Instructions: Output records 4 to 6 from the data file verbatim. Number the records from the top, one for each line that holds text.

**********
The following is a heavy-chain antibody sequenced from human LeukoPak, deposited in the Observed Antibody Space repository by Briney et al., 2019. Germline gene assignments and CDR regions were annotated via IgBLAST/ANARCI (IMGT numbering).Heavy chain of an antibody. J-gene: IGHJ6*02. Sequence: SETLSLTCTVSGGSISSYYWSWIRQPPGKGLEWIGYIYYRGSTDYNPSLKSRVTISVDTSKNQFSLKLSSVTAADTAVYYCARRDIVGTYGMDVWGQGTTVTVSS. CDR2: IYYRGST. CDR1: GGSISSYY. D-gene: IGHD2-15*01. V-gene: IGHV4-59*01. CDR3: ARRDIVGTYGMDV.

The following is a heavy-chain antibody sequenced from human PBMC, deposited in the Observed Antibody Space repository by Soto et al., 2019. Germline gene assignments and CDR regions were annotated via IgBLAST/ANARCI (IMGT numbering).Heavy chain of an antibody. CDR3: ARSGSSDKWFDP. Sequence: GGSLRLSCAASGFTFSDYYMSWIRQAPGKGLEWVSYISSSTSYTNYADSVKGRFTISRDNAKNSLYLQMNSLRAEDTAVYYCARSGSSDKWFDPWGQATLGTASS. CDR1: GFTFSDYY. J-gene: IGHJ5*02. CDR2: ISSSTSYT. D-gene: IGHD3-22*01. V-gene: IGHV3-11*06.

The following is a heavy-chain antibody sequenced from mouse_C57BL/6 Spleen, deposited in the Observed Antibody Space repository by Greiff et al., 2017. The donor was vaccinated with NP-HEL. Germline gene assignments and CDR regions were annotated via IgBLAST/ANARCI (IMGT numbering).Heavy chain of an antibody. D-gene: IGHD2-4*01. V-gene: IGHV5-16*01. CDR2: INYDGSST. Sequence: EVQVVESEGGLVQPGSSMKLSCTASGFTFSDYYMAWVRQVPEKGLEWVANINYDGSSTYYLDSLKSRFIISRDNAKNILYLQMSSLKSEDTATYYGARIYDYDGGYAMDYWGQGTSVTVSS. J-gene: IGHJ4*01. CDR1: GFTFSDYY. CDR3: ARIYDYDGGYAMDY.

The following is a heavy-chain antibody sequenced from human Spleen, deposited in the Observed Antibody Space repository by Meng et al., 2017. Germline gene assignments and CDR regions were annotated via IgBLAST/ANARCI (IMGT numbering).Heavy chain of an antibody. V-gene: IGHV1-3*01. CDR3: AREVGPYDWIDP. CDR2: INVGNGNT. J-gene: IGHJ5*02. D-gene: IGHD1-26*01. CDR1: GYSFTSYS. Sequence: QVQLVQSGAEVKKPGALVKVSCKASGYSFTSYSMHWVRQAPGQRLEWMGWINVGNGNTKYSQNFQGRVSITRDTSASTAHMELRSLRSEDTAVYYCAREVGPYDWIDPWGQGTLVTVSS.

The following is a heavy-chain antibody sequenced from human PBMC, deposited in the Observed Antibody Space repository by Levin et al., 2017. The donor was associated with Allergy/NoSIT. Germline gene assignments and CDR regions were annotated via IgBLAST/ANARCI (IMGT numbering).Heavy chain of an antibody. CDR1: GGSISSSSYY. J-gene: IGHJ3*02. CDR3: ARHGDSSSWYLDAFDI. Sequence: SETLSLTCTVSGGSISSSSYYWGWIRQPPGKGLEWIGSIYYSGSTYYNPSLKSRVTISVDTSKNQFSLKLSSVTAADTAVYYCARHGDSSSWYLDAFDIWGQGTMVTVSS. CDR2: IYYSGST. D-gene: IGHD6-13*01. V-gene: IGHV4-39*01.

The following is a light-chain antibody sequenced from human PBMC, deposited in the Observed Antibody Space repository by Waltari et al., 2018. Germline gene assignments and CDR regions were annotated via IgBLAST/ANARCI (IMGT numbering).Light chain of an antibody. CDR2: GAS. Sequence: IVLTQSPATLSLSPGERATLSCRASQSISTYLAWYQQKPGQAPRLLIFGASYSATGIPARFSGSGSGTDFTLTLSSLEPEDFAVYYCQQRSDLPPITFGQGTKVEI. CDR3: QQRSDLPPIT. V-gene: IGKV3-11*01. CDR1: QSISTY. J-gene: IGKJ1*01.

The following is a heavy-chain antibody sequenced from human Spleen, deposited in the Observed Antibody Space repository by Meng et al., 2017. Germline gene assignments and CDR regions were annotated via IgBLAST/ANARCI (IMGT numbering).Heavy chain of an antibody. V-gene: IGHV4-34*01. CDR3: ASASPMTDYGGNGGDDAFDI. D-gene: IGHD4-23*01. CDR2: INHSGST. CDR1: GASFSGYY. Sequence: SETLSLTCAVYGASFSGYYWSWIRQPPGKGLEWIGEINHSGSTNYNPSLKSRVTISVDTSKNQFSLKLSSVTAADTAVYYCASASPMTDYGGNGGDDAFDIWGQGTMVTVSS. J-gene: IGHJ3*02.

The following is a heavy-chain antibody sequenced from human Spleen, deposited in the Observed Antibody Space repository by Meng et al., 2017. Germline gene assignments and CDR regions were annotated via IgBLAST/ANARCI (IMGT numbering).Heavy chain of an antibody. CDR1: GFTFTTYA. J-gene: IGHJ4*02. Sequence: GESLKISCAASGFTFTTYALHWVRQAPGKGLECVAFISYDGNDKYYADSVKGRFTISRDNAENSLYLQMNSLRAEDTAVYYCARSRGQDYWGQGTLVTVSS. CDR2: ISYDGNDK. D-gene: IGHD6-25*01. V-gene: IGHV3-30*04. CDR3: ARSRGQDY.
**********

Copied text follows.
The following is a heavy-chain antibody sequenced from human Spleen, deposited in the Observed Antibody Space repository by Meng et al., 2017. Germline gene assignments and CDR regions were annotated via IgBLAST/ANARCI (IMGT numbering).Heavy chain of an antibody. V-gene: IGHV1-3*01. CDR3: AREVGPYDWIDP. CDR2: INVGNGNT. J-gene: IGHJ5*02. D-gene: IGHD1-26*01. CDR1: GYSFTSYS. Sequence: QVQLVQSGAEVKKPGALVKVSCKASGYSFTSYSMHWVRQAPGQRLEWMGWINVGNGNTKYSQNFQGRVSITRDTSASTAHMELRSLRSEDTAVYYCAREVGPYDWIDPWGQGTLVTVSS.

The following is a heavy-chain antibody sequenced from human PBMC, deposited in the Observed Antibody Space repository by Levin et al., 2017. The donor was associated with Allergy/NoSIT. Germline gene assignments and CDR regions were annotated via IgBLAST/ANARCI (IMGT numbering).Heavy chain of an antibody. CDR1: GGSISSSSYY. J-gene: IGHJ3*02. CDR3: ARHGDSSSWYLDAFDI. Sequence: SETLSLTCTVSGGSISSSSYYWGWIRQPPGKGLEWIGSIYYSGSTYYNPSLKSRVTISVDTSKNQFSLKLSSVTAADTAVYYCARHGDSSSWYLDAFDIWGQGTMVTVSS. CDR2: IYYSGST. D-gene: IGHD6-13*01. V-gene: IGHV4-39*01.

The following is a light-chain antibody sequenced from human PBMC, deposited in the Observed Antibody Space repository by Waltari et al., 2018. Germline gene assignments and CDR regions were annotated via IgBLAST/ANARCI (IMGT numbering).Light chain of an antibody. CDR2: GAS. Sequence: IVLTQSPATLSLSPGERATLSCRASQSISTYLAWYQQKPGQAPRLLIFGASYSATGIPARFSGSGSGTDFTLTLSSLEPEDFAVYYCQQRSDLPPITFGQGTKVEI. CDR3: QQRSDLPPIT. V-gene: IGKV3-11*01. CDR1: QSISTY. J-gene: IGKJ1*01.